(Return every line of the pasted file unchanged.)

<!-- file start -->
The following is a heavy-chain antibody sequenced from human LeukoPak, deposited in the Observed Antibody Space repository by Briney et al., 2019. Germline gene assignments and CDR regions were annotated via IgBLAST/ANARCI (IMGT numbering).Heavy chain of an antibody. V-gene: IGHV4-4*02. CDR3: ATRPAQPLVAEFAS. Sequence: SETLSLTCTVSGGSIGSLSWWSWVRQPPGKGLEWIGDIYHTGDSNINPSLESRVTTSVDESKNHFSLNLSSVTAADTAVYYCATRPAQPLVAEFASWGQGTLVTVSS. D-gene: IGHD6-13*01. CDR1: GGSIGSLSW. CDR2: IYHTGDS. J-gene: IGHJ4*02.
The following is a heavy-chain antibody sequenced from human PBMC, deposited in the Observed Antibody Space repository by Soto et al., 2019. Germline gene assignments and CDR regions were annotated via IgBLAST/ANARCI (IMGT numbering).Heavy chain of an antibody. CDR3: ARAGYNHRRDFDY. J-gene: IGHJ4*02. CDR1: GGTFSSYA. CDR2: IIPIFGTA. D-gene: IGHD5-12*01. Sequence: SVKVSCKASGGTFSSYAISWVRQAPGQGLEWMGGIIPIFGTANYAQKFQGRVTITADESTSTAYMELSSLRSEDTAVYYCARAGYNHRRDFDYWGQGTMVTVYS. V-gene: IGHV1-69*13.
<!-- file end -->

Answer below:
The following is a heavy-chain antibody sequenced from human LeukoPak, deposited in the Observed Antibody Space repository by Briney et al., 2019. Germline gene assignments and CDR regions were annotated via IgBLAST/ANARCI (IMGT numbering).Heavy chain of an antibody. V-gene: IGHV4-4*02. CDR3: ATRPAQPLVAEFAS. Sequence: SETLSLTCTVSGGSIGSLSWWSWVRQPPGKGLEWIGDIYHTGDSNINPSLESRVTTSVDESKNHFSLNLSSVTAADTAVYYCATRPAQPLVAEFASWGQGTLVTVSS. D-gene: IGHD6-13*01. CDR1: GGSIGSLSW. CDR2: IYHTGDS. J-gene: IGHJ4*02.
The following is a heavy-chain antibody sequenced from human PBMC, deposited in the Observed Antibody Space repository by Soto et al., 2019. Germline gene assignments and CDR regions were annotated via IgBLAST/ANARCI (IMGT numbering).Heavy chain of an antibody. CDR3: ARAGYNHRRDFDY. J-gene: IGHJ4*02. CDR1: GGTFSSYA. CDR2: IIPIFGTA. D-gene: IGHD5-12*01. Sequence: SVKVSCKASGGTFSSYAISWVRQAPGQGLEWMGGIIPIFGTANYAQKFQGRVTITADESTSTAYMELSSLRSEDTAVYYCARAGYNHRRDFDYWGQGTMVTVYS. V-gene: IGHV1-69*13.